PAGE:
For a pair $(A,B)$ of subsets of the set $X=\{1,2,3,...,100\}$, let $A\Delta B$ denote the set of all elements of $X$ which belong to exactly one of $A$ or $B.$ What is the number of pairs $(A,B)$ of subsets of $X$ such that $A\Delta B=\{2,4,...,100\}?$

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    $\begingroup$ The operation "*" is known as the symmetric difference, and usually denoted by $\triangle$. $\endgroup$ – Yuval Filmus Apr 20 '11 at 6:52

Hint: What can you say about each element in $A\triangle B$? What can you say about each element not in $A\triangle B$?

  • $\begingroup$ Yes, it's just a difference in notation, but how to count? I never came across this sort of operation earlier. $\endgroup$ – Bhaskar Dey Apr 20 '11 at 6:59
  • $\begingroup$ There is no involved counting necessary here. The essential point is to s e e what kind of pairs $A$, $B$ are possible under the given constraint. $\endgroup$ – Christian Blatter Apr 20 '11 at 8:08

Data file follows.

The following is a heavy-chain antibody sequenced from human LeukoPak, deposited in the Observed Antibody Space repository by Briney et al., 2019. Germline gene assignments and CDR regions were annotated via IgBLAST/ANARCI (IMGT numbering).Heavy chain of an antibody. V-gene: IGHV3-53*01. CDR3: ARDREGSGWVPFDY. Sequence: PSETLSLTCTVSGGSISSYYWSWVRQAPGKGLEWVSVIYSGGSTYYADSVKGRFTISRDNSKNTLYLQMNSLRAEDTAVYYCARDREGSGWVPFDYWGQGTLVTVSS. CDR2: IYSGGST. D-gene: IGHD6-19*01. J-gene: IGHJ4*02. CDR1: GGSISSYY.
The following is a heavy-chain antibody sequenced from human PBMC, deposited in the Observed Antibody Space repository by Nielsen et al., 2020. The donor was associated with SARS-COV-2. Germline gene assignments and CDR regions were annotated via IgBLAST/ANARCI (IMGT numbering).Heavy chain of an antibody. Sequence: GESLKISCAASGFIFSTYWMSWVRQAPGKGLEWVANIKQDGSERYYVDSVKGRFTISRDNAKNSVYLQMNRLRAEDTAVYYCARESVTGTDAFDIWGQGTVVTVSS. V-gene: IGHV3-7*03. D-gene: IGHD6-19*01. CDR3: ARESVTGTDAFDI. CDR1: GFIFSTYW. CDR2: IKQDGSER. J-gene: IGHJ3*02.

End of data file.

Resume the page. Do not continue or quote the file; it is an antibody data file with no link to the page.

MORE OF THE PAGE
• $\begingroup$ I think we're being too subtle. Five hours, and no one (but me) has upvoted your answer, and no one at all has upvoted mine. $\endgroup$ – Gerry Myerson Apr 20 '11 at 13:09
  • $\begingroup$ @Bhaskar: to follow up on Yuval and Gerry-If $1 \in A$, is $1 \in B$? If $2 \in A$, is $2 \in B$? $\endgroup$ – Ross Millikan Apr 20 '11 at 13:51
  • $\begingroup$ @Gerry Five hours does not seem much. And I like waaaay more your hints and Yuval's and Ross's than the flat answers given to obvious homework questions too often on this site. $\endgroup$ – Did Apr 21 '11 at 7:58

Different hint: given $A$, how many different possibilities are there for $B$?

  • $\begingroup$ I like your hint better. $\endgroup$ – Yuval Filmus Apr 20 '11 at 15:45

Yet another hint: show that the set of all subsets of $X$ forms a group under symmetric difference, then note that you're asking how many times a given group element shows up in the group table.


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